COLUMBUS, Ohio -- Former Ohio State and NFL quarterback Art Schlichter should not be tried in Columbus, his attorney said after Schlichter pleaded not guilty to theft charges.
Schlichter, 51, pleaded not guilty Wednesday to all charges in a 13-count indictment. He is accused of bilking people in what authorities have described as a million-dollar ticket-selling scheme.
Schlichter's new defense attorney, Sam Weiner, said outside court that publicity over the case has "poisoned the well" for any trial in Columbus. He quipped that Schlichter could probably get a fairer trial in Ann Arbor, Mich., than in Columbus.
Schlichter was indicted Friday after prosecutors and his previous defense attorney, Sam Shamansky, were unable to reach a plea agreement, The Columbus Dispatch reported.
Shamansky said plea negotiations broke down over Schlichter's request that his bail be lowered so he could be released for gambling addiction treatment and to spend time with his family before being sentenced, according to the report. Schlichter is currently being held on $1 million bail.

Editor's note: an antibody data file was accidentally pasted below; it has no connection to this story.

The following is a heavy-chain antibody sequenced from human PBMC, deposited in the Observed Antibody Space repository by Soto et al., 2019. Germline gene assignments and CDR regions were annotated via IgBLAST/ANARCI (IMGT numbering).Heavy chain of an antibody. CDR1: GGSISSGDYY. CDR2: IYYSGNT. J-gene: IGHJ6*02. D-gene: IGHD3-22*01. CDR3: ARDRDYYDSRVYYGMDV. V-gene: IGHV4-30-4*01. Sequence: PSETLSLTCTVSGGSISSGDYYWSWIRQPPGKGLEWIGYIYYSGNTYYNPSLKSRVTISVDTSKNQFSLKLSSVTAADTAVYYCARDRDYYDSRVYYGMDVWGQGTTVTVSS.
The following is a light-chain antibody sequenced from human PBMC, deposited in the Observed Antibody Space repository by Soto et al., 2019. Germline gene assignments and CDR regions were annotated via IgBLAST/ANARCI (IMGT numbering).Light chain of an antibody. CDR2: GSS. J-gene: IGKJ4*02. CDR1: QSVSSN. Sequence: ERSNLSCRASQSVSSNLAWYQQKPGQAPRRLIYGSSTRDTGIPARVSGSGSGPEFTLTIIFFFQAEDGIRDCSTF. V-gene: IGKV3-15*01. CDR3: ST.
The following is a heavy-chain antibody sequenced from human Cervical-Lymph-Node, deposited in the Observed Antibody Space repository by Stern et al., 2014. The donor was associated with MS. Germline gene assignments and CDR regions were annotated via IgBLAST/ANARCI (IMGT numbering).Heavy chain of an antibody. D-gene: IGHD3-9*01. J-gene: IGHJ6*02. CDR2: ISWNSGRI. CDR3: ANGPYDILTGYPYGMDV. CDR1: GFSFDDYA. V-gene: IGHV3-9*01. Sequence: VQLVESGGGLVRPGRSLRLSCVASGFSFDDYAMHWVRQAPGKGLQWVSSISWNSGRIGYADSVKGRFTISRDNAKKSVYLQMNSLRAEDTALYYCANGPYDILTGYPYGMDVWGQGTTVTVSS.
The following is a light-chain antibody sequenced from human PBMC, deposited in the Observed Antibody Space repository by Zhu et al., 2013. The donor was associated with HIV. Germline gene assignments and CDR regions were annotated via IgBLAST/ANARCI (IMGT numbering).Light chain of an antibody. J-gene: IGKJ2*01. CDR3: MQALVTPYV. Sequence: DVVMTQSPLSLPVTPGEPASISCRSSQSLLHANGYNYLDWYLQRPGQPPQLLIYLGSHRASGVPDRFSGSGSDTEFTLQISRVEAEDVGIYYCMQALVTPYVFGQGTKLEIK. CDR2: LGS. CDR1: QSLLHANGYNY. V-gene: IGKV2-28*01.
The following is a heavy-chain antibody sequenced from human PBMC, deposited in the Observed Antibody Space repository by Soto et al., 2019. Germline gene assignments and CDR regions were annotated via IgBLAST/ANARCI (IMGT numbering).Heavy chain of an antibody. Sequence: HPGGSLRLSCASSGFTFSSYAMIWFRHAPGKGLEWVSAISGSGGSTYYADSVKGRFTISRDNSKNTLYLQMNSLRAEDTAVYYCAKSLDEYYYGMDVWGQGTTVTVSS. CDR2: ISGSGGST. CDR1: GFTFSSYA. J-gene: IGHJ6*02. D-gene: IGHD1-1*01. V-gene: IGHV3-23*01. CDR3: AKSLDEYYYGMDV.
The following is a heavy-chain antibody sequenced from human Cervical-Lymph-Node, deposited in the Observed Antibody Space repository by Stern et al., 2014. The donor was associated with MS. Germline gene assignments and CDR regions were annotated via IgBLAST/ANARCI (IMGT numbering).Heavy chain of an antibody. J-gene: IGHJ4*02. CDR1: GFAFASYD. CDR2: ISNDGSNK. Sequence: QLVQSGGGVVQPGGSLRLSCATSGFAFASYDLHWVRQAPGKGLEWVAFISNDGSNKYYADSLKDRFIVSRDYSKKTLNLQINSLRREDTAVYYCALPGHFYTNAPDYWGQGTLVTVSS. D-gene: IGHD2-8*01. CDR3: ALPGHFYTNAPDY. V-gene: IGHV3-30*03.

Schlichter is facing 12 counts of theft and one count of engaging in a pattern of corrupt activity. He is accused of bilking at least $680,000 from Anita Barney, the 69-year-old widow of former Wendy's president and chairman Robert Barney, according to The Columbus Dispatch.
Schlichter's football-playing career was done in by a gambling addiction, and he went to prison for gambling-related crimes. He played for the Buckeyes from 1978 to 1981.
Information from The Associated Press was used in this report.
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